• the sustained socio-political rebellion of its ‘natural’ constituencies amongst the poor and working class, the general response to which is a dismissive arrogance combined with heavy doses of repression;
  • the spectacle of professed ‘communists’ and ‘radical’ unionists enthusiastically espousing a politically and socially reactionary politics, defending and covering up corruption as well as engaging in the gradual balkanisation (and in some cases, liquidation) of organised working class forces.

Such ANC characteristics have not, however, as might be expected, led to a parallel decline in the number of ANC members. Indeed, if ideological and organisational coherence, actual job performance and delivery of mandates (whether as party or state leader and/or official), respect for rights enshrined in the constitution or adherence to the general letter of the law were the main criteria for prospective members, then the ANC would surely be an unpopular choice.

Instead, over the last decade or so there has been a considerable increase in membership growth. What this clearly shows is that more and more people are being drawn to join the ANC not out of political/ideological belief or because they think the party is the best vehicle for sustaining democracy, advancing political cohesion or contributing to effective public service.

Rather, and as several recent research contributions to a special issue on the ANC at sub-national level of the journal Transformation reveal, the key draw card of ANC membership is the pursuit of power and material advantage (most often in the form of money). This is directly tied to patronage and clientism, which have become the dominant forms of political and organisational direction and leadership under Zuma.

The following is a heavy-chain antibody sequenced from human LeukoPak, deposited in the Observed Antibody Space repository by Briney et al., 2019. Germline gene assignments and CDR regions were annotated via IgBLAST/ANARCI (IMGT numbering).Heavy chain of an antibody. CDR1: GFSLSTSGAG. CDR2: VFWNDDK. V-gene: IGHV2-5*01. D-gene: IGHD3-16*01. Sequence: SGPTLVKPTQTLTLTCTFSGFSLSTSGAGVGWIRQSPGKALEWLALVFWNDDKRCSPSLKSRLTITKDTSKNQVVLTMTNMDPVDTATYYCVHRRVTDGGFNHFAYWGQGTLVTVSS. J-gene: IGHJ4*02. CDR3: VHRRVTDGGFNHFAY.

Flowing from the top downwards, these forms have ensured that each successive level of leadership and structure (within the party and the state) is umbilically linked to a particular faction competing for political control and position in order to access resources. In the process, internal democracy and lines of accountability become little more than irritants, pushed to the margins of rhetorical spin.

Not surprisingly, the cumulative result is that the line between party and state, at whatever level, has become more and more blurred. ANC structures, from top to bottom, graft on to the parallel state structures like parasites feeding off the bounty. The two ‘bodies’ become progressively intertwined, the trajectory of one dependent on the other. Where there is mutual benefit to be had, the various ‘bodies’ will cooperate but it is just as likely that they will enter into (factional) conflict where there is competition.

Add in the conditions of a generalised social and economic crisis and membership in the ANC has turned into the promise of a means of material survival for those on the bottom of the pile. For those already ensconced and/or higher up in the party food chain, membership is the best ticket around to continued positional advancement and material largesse.

Besides the sorry organisational and political state of the various ANC ‘Leagues’, the ANC’s own core structures are in trouble. By all accounts, a majority of ANC branches are either largely dysfunctional or wracked with factional battles. The party itself has acknowledged that the majority of its provincial executives and parallel provincial structures are ‘unstable’. The ‘best practice’ example of this is to be found in none other than number one’s backyard, with the conference of the ANC’s largest region – eThekwini – having to be postponed indefinitely due to infighting and allegations of cash for votes.

With crass accumulation as well as open and often violent factional conflict combined with regular exposures of massive fraud and manipulation of meeting and election procedures, the general state of things in the ANC looks more like a mass drunken fight in a casino than a 100 year-old party governing a country.

*Dale T. McKinley is an independent writer, researcher, lecturer and political activist.